SFBFS’ Produce for All truck offers a robust calendar of regularly scheduled stops. To view a calendar listing of current Produce for All food distributions, visit: www.sacramentofoodbank.org/produce-for-all/.
Sacramento Food Bank & Family Services (SFBFS) offers compassionate support and a compass for families navigating difficult times. With 15 diverse programs and services, a staff of 83 employees, several thousand volunteers and the financial support of the community, SFBFS guides families on their journey through support and education. Since 2014, SFBFS has served as the main food bank of Sacramento County.
California Connections Academy @ Ripon is a tuition free, virtual public school serving students in an eight county region including Sacramento County. While students are widely dispersed and complete course work online, they do get together regularly for field trips.
Amber Manko, School Counselor from Modesto said that she and other counselors and advisory teachers decided a good way to get students engaged in community service would be to schedule a service project. After researching, they agreed that the Sacramento Food Bank sounded like a good choice. “I’ve been pretty impressed with the organization and how it’s run,” Manko said. “I’m really just excited to be able to offer the opportunity for kids.”
At the food bank Maria Zefo, food resource manager, showed the group around the facility on Bell Avenue in Sacramento. The food bank took over the building from Senior Gleaners around two years ago. “At that time, we were feeding about 50,000 people,” Zefo said. “Now we’re at 135,000.” Zefo took the group through several of the warehouses (there are five) to the one where the group would work. She filled them in on Sacramento Food Bank facts along the way.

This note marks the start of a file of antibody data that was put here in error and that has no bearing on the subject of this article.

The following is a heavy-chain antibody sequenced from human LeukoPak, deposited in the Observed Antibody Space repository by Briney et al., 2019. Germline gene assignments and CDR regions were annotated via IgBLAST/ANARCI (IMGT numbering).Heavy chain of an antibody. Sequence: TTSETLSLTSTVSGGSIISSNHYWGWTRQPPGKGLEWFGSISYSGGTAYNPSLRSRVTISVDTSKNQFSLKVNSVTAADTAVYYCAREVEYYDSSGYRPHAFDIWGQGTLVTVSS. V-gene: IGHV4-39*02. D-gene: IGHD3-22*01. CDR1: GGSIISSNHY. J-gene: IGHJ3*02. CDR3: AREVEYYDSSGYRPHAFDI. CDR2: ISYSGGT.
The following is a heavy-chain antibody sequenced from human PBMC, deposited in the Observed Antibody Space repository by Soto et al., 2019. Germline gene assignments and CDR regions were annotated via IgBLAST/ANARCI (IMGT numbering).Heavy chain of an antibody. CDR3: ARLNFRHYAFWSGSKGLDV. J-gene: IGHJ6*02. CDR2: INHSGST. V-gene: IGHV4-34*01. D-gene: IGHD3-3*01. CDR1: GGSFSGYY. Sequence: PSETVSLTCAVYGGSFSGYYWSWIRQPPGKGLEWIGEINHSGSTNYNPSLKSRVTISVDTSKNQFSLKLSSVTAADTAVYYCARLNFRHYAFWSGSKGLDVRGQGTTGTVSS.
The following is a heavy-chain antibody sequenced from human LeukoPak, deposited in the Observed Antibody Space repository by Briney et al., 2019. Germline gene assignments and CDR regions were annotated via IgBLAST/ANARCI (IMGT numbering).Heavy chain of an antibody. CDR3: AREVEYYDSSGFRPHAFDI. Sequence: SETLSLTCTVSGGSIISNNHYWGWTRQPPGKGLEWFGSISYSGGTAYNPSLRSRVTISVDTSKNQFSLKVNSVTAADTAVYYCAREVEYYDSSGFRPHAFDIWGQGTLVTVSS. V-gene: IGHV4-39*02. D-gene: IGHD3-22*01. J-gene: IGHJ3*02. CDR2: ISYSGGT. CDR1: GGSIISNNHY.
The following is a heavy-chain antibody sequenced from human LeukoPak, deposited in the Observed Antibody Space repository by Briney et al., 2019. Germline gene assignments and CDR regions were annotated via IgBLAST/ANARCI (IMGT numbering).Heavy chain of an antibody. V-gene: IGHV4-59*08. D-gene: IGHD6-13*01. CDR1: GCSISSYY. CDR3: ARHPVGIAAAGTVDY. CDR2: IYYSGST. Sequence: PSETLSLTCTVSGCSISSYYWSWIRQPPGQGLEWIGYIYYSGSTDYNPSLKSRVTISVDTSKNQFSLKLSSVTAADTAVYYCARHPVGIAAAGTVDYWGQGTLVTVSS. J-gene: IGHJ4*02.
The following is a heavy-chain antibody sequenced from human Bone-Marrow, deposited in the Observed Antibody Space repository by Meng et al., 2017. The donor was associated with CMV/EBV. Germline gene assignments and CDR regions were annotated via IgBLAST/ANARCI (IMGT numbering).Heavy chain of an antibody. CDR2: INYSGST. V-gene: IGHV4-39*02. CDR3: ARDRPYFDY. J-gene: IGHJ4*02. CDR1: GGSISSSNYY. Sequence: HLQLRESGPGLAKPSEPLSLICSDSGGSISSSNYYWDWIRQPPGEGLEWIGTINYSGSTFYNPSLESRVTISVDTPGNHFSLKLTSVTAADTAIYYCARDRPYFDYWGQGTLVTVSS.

The organization serves Sacramento County via 220 other agencies who come to them for food and resources: churches, soup kitchens, food pantries, senior programs and more. The food bank itself does not dispense food from their facility, but they do send their trucks out to nearly 20 sites to dispense food. “We just completed hunger assessment for this county, what areas are not being served, where there is need and no agency, where we can go and pull up a truck and hand you some food,” Zefo said.
The Sacramento Food Bank serves over 135,000 people a month via family services programs and food distribution. In 2015 donors provided 16,342,858 pounds of food and 175,124 clothing items. Nearly 8,000 volunteers gave close to 90,000 hours of service. Only 7 cents on the dollar goes to operating costs, so 93% of the food bank budget goes directly to programs. The national average, per Zefo, is only 80% directly going to programs.
The California Connections Academy group’s job was to sort food, and they attacked the huge bins with gusto during their three hours of service. School Site Administrator Amy Hunt, along with her 10-year-old son Brady, worked alongside the others. “Brady and I got to the bottom of our barrel, and we moved on to another one,” Hunt said. “I think we were the slowest of everyone there. When we got to the bottom, everyone else had moved on to another one.”
Those volunteers who turned up for the event were happy they were able to help. “We’re already going to start looking for an opportunity in the Bay Area, another area that our families hopefully can attend,” Hunt said.
Though Manko was disappointed in the number of those turning out for this event, she hopes for a better response in the future. “I work with high school students and often they want to know how they can get involved in their community,” Manko said. “So it would be nice if our school can build on this and offer more opportunities throughout the year... It’s important.”
California Connections Academy @ Ripon opened in 2012 and is part of the Connections Education Academy, which was founded in 2001. In the 2015-2016 school year, Connections education supported 30 virtual public schools in 26 states, serving more than 65,000 students.
For more information on California Connections Academy @ Ripon, call (209) 253-1208 or see www.connectionsacademy.com/california-online-school/about/ripon.
For more information on the Sacramento Food Bank, call (916) 456-1980 or see www.sacramentofoodbank.org.